Abstract: This paper examines the impact of North-South trade-related technology diffusion on TFP growth in small and large states in the South. The main findings are: i) TFP growth increases with North-South trade-related technology diffusion, with education, and with the interaction between the two, and it decreases with the emigration of skilled labor (brain drain); ii) these effects are substantially (over three times) larger in small states than in large ones. Small states also exhibit a much higher brain drain level. Consequently, the brain drain generates greater losses in terms of TFP growth both because of its greater sensitivity to the brain drain and because the brain drain is substantially larger in small than in large states.
    Keywords: trade, technology diffusion, brain drain, productivity growth
    JEL: F22 J61
    Date: 2008–02
  15. By: Constant, Amelie (DIW DC, Georgetown University and IZA); D'Agosto, Elena (University of Rome Tor Vergata)
    Abstract: This paper studies the major determinants that affect the country choice of the talented Italian scientists and researchers who have at least a bachelor’s from Italy and live abroad. There are three alternative country choices: the US/Canada, the UK, and other EU countries. On average, the brainy Italians exhibit a higher predicted probability to go to the US. Ceteris paribus, both push and pull factors are important. While having a Ph.D. from outside Italy predicts the UK choice, having extra working experience from outside Italy predicts migration to other EU countries. Those who stay abroad temporarily for two to four years are definitely more likely to go to the UK. Specialization in the fields of humanities, social sciences, and health are strong determinants of migration to the UK. For the move to the US, while the humanities area is a significant deterrent, health is a positive deciding factor. Lack of funds in Italy constitutes a significant push to the US.
    Keywords: brain drain, skilled migration, Italy, push-pull factors
    JEL: J61 J24 F22
    Date: 2008–01
  16. By: Michéle V.K. Belot; Timothy J. Hatton
    Abstract: The selection of immigrants by skill and education is a central issue in the analysis of immigration. Since highly educated immigrants tend to be more successful in host country labour markets and less of a fiscal cost it is important to know what determines the skill-selectivity of immigration. In this paper we examine the proportions of highly educated among migrants from around 80 source countries who were observed as immigrants in each of 29 OECD countries in 2000/1. We develop a variant of the Roy model to estimate the determinants of educational selectivity by source and destination country. We also estimate the determinants of the share of migrants from different source countries in each destination country’s immigrant stock. Two key findings emerge. One is that the effects of the skill premium, which is at the core of the Roy model, can be observed only after we take account of poverty constraints operating in source countries. The other is that cultural links and distance are often more important determinants of the proportion of high educated immigrants in different OECD countries than wage incentives or policy.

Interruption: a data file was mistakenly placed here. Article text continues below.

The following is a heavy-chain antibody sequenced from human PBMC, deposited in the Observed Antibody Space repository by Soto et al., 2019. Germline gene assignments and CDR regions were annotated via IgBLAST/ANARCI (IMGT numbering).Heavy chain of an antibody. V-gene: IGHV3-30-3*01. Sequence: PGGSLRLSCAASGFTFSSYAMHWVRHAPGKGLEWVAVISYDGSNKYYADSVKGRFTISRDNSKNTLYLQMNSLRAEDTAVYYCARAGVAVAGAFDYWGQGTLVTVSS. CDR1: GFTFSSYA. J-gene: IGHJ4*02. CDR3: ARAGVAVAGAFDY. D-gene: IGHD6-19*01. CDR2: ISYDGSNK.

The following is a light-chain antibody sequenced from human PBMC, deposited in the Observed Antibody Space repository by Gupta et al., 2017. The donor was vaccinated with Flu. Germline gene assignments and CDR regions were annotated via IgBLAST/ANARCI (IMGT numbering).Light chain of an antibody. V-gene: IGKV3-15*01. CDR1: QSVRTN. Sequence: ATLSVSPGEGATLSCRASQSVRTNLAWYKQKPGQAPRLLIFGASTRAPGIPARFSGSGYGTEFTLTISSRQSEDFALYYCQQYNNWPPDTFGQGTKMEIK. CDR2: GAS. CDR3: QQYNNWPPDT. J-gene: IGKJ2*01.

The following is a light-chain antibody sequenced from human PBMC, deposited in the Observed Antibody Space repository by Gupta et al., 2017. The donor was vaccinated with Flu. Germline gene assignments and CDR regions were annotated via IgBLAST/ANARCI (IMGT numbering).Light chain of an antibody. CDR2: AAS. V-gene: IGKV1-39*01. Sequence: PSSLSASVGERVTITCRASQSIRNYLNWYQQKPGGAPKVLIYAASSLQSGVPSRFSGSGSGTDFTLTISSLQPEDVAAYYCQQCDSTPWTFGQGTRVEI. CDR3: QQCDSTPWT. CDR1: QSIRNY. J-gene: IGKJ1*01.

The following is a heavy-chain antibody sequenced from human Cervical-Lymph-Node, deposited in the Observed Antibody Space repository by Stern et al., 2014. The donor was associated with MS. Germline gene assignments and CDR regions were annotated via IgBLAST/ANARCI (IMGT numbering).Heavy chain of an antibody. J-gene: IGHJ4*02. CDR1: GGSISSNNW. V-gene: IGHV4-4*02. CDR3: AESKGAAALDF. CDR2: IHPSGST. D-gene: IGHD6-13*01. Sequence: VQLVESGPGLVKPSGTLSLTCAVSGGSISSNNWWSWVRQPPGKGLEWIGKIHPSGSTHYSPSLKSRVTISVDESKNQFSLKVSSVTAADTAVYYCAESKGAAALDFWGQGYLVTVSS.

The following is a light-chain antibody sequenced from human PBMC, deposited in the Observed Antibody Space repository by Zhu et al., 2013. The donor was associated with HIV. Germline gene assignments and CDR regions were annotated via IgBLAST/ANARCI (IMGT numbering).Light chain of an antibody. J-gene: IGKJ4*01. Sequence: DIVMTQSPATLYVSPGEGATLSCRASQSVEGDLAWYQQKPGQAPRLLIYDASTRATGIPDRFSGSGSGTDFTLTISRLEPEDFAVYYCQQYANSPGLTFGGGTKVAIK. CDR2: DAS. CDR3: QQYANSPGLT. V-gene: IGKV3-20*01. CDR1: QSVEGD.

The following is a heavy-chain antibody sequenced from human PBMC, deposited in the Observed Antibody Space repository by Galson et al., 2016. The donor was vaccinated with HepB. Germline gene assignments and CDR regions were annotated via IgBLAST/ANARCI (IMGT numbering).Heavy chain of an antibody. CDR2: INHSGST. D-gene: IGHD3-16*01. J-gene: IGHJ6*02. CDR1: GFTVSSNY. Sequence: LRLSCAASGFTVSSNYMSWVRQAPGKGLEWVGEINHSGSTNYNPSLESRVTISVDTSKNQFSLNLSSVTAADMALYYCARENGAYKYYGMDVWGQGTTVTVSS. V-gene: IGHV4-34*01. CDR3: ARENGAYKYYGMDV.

Keywords: immigration, migrant selection, migrant skills
    JEL: F22 J24 J61
    Date: 2008–02
  17. By: Bayer, Christian (Bocconi University, Milan); Juessen, Falko (University of Dortmund)
    Abstract: This paper develops a tractable dynamic microeconomic model of migration decisions that is aggregated to describe the behavior of interregional migration. Our structural approach allows us to deal with dynamic self-selection problems that arise from the endogeneity of location choice and the persistency of migration incentives. Keeping track of the distribution of migration incentives over time has important consequences for the econometrical treatment, because the dynamics of this distribution influences the estimation of structural parameters, such as migration costs. For US interstate migration, we obtain a cost estimate of less than one-half of an average annual household income. This is substantially smaller than the migration costs estimated by previous studies. We attribute this difference to the treatment of the dynamic self-selection problem.
    Keywords: dynamic self-selection, migration, indirect inference
    JEL: C61 C20 J61 R23
    Date: 2008–02
  18. By: Gonzalez, Libertad (Universitat Pompeu Fabra); Ortega, Francesc (Universitat Pompeu Fabra)